Anathem by Neal Stephenson

Came out of this one with mixed feelings. Really enjoyed the first third or so of the book, but it turned into a slog about halfway through, when the focus shifted away from the monasteries. Almost broke off reading a couple times after that.

I did learn a few things about writing, though:

  • In a work this long, with this many locations, maps become critical. I got lost in the monastery, I got lost during the overland journey, I got lost in every location despite -- or because of? -- the descriptions. Even a rudimentary map would have helped anchor me in the world.
  • When introducing a new vocabulary, you need to be doubly-sure the reader understands those terms before they become critical to the plot. There was an entire section (the first voco incident) that had no emotional impact for me because I didn't know what voco was.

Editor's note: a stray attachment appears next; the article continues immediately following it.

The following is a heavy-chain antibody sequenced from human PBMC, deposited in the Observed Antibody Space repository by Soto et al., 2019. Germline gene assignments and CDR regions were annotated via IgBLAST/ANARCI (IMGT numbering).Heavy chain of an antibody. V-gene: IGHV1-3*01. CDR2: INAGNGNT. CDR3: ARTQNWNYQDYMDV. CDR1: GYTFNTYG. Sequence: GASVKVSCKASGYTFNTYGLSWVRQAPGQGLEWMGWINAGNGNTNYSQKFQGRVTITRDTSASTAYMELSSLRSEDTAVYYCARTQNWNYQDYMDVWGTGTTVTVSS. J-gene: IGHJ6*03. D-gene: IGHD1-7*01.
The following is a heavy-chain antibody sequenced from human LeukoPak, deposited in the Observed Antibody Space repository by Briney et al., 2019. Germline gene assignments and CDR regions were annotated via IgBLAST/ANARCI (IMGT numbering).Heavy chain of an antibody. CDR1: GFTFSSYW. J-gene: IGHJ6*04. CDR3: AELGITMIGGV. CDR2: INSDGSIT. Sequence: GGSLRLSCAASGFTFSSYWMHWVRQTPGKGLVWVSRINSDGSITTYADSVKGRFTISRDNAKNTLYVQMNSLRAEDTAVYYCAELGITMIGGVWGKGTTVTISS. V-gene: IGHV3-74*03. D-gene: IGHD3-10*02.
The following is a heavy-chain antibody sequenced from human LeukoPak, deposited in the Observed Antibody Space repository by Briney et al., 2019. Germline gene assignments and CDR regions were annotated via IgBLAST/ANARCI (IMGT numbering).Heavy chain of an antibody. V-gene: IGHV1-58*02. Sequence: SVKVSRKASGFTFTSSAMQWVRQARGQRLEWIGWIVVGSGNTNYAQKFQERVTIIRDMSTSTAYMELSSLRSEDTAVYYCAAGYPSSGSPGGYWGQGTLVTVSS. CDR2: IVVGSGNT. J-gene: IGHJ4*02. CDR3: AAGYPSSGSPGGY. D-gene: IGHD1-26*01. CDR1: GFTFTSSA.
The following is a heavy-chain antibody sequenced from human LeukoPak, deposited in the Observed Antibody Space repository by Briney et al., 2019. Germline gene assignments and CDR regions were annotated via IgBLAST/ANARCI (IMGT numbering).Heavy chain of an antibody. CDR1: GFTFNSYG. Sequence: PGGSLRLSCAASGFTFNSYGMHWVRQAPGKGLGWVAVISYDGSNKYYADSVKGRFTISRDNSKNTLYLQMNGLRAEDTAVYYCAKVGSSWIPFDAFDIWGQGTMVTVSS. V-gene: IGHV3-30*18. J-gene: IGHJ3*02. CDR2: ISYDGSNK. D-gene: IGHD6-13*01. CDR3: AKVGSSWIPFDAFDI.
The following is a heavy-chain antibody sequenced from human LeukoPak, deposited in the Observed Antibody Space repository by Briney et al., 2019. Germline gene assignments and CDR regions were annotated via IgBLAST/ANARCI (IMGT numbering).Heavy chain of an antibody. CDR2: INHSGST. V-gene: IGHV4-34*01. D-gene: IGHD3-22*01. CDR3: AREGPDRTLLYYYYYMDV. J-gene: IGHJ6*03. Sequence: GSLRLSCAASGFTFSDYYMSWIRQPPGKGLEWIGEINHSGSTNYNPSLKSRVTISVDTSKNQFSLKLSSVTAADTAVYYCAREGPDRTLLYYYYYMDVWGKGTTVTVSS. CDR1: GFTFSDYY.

• Showing a different side of a cliché plot can be enough to make it interesting again. In the regular telling of this story, the avout would be on the sidelines, popping up only when things needed explaining to the other characters. But here they're the focus, so we see the entire incident from their point of view, making an old plot feel fresh.
Ron Toland @mindbat